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Eastwood collection a treat, but expensive

John DeFore

Has it really just been 35 years?

With his carved-in-stone features, omnisciently calm filmmaking style and unchanging place in the cinematic firmament, it feels like Clint Eastwood has been directing his own movies since the dawn of Siegel and Peckinpah at least. Maybe since D.W. Griffith.

But the actor, who started playing gunslingers in the late '50s, didn't get behind the camera until 1971. And he didn't hitch his wagon to Warner Bros., forming one of Hollywood's most productive partnerships, until 1975 — a date now celebrated with a Warner box set, "35 Films, 35 Years," that the studio is calling "the largest feature film box set ever released for a single artist."

"Largest" doesn't always mean most impressive, of course, and "35/35" isn't a major archival undertaking like "Ford at Fox." Instead, it's a straightforward collection of the studio's Eastwood holdings — squeezing 34 already-available movies onto 19 discs and pairing them with a 22-minute documentary and a 24-page teaser for Richard Schickel's forthcoming book "Clint: A Retrospective."

Schickel directed that short documentary, which might be why the feature-length doc "Clint Eastwood: Out of the Shadows" isn't included in this set: Dave Kehr wrote its screenplay, and there may not be room on "35/35" for two longtime film critics.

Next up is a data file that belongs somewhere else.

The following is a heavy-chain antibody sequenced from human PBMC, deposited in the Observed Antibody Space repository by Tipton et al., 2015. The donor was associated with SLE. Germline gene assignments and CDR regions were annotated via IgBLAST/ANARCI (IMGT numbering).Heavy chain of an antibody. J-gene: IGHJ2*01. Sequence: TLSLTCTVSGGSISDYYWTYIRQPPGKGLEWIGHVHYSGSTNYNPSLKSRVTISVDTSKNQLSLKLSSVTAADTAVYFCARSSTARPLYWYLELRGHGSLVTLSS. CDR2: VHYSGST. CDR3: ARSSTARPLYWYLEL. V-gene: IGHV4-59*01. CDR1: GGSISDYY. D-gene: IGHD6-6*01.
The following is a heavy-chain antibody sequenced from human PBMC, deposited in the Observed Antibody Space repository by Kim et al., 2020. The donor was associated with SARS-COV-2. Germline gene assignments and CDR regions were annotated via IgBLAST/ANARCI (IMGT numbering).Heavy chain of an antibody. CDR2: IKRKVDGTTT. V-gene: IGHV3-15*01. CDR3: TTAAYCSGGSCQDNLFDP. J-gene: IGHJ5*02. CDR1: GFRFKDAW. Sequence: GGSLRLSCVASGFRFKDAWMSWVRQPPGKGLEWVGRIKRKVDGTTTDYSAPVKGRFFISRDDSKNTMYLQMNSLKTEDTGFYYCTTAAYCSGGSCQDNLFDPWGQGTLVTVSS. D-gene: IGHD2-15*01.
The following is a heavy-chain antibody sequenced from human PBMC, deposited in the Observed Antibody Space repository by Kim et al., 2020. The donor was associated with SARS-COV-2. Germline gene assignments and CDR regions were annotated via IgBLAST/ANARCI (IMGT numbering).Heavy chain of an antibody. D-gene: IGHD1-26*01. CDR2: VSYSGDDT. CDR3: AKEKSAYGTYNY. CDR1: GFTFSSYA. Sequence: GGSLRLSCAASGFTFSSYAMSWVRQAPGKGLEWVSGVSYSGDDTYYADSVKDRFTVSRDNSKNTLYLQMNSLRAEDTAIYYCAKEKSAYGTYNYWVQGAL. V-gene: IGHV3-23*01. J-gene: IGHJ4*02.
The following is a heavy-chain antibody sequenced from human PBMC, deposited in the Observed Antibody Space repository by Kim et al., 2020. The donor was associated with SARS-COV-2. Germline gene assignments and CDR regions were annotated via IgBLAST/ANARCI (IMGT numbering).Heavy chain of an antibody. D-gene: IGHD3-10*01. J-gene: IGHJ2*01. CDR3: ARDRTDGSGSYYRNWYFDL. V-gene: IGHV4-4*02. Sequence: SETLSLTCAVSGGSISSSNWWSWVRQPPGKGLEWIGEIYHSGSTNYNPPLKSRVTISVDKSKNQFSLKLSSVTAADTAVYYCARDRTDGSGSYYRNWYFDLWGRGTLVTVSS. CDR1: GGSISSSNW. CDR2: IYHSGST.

Bonus material aside, the $180 set would be a cost-effective way to acquire an instant Clint collection — albeit one that doesn't include his MGM-owned work with Sergio Leone or the films he directed before Warners. And I guess it isn't too hard to imagine the man's fan base might include some geezers who've never owned a DVD before and are just now deciding the format isn't a fad.

For more tech-forward fans, though, buying a little pallet of standard-def DVDs might be a bad investment, considering how much of his oeuvre is already out on Blu-ray.

Without hunting too hard for online bargains, you could assemble quite an Eastwood library for $180. As of this writing, I could grab Blu-rays of "Unforgiven," "Pale Rider" and everything from "Mystic River" through "Gran Torino" for a total of $108, add the just-released "Dirty Harry" collection for $56, and have just about enough left to get the standard-def versions of "A Perfect World" and "White Hunter, Black Heart."

That would leave some gaps, of course. For instance, I wasn't able to squeeze "Bird" into my shopping spree.

(Actually, I could — I'd happily swap a DVD of that one for a Blu-ray of the so-so recent film "Changeling.") But going this direction would give me the best-quality versions of the best work this gifted filmmaker has done.

If it meant I had to do without "Every Which Way But Loose" and "Pink Cadillac" ... well, I can live with that.